The Deadly Sins & Heavenly Virtues – Their importance for Mental Health

I have never been very religious in my life, and have identified as an atheist these past few years. However, the more I look into religion, the more appealing I find the idea of having some rules to live by. I am currently reading a book about Buddhism, which is teaching me a lot about discipline and productivity. However, for this post little series, I will be focussing on Christianity, and in particular the seven deadly sins and the seven heavenly virtues and their link to the human mind.

Today’s society encourages the partaking of all deadly sins in a modern way.
Image Source: https://hackernoon.com/future-of-all-business-exploit-the-7-deadly-sins-80c2b7b7b6a0

In short, the seven deadly sins are habits one should avoid due to their classified immoral nature, and this includes:

  1. Lust – Excessive sexual appetite
  2. Gluttony – Over-indulgence
  3. Greed – Avarice
  4. Sloth – Laziness
  5. Wrath – Extreme anger
  6. Envy – Desire to have something that belongs to another person
  7. Pride – Hubris & Vanity

Now, I don’t personally condemn these habits as immoral due to my so-far limited religious beliefs, but when looking at the list I think each of these is bad for your mental state. These traits encourage indulgence, disinhibition, and egotism, which is not helpful for anyone’s mindset. So, it might be helpful to keep these in mind when assessing your thinking for certain negative patterns!

To counter-balance these ‘sins’, a set of values that would enhance the human soul, named the heavenly virtues were proposed. In my research, I came across different sets of virtues, so I stuck with those that were most clear to understand for me.

  1. Chastity – Purity
  2. Temperance – Self-restraint
  3. Charity – Giving
  4. Diligence – Conscientiousness
  5. Forgiveness – Composure
  6. Kindness – Admiration
  7. Humility – Humbleness

Aristotle even talked about having 12 virtues, which you can see here:

https://aesthetichealingmindset.wordpress.com/2011/06/12/4706/

Adopting the values of the heavenly virtues can teach you a helpful mindset that will improve your mental well-being
Image Source (and some good reading!): https://www.aconsciousrethink.com/6802/seven-heavenly-virtues/

I always find my mental health improves when I live by certain rules, which are based on creating a more disciplined routine. Within that, positivity and being able to let go, rather than dwell, always help me to move forward from a bad patch. When looking at the sins and the virtues, I think it is safe to say that living life according to those would create more discipline, and a life fuelled by less hate and more love. You would be encouraged to adopt values that help you give, forgive, and be kind, while you neglect habits that bring you down, or make you indulge in your own achievements and materialism.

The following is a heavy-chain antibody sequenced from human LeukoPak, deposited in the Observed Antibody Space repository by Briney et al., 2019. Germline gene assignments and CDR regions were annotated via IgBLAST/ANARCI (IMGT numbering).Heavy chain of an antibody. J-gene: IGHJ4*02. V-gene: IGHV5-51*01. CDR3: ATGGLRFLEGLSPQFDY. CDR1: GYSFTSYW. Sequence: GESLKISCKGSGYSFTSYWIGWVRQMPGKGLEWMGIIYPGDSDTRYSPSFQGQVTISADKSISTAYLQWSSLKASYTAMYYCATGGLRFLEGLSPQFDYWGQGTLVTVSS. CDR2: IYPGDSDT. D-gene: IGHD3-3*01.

There is a lot within each sin and virtue, so this is more of an introductory post to a 6-week (not 7, because I will be excluding Lust) blog post series, where each week I will challenge myself to focus on one particular sin and the counter-balancing virtue, and live more according to those. This is part of my own self-growth and increasing interest in religion, but some of these habits and values might be particularly interesting for my own (and your!) mental health!

References

https://en.wikipedia.org/wiki/Seven_deadly_sins

https://en.wikipedia.org/wiki/Seven_virtues

http://freedomoffaith.tripod.com/id11.html

https://thepsychologist.bps.org.uk/volume-24/edition-2/deadly-sins

Mental Health is More than just Mental Illness

Our mindset is complicated and takes time to figure out, but with consistent effort you can get there 🙂
Image Source: https://online.alvernia.edu/program-resources/behavioral-health-vs-mental-health/

Being healthy, physically and mentally, is often defined by the absence of any sort of illness. However, to me, being mentally healthy means so much more; When I reached the point of mostly having overcome my phobia, I was excited about being in a ‘healthy’ state of mind again (i.e. my life did not revolve itself around vomit). But I came to the realisation that there was so much more to my mindset than my previous mental illness. I did not suffer from depression nor anxiety, but there were parts of my thinking that were still unhelpful, and I am still continuously working on these belief systems.

But what do I mean by unhelpful thoughts that were not really part of a mental illness? For me, I found myself to be very reliant on other people – I constantly wondered what others thought of me, if they thought I looked good, and even let their personal outlook on life get to me. Everything in my life revolved around others, by either helping them, giving parts of my life up for them, or letting their opinions take over mine. Whenever I got home alone, I felt lost, confused and frustrated. This is not mentally healthy. I realised I could not let myself be so dependent on everyone but me – At the end of the day, I am the only person that is a constant throughout my life, so I need to learn how to be there for myself, be able to happily keep myself company, and create the person I aspire to be!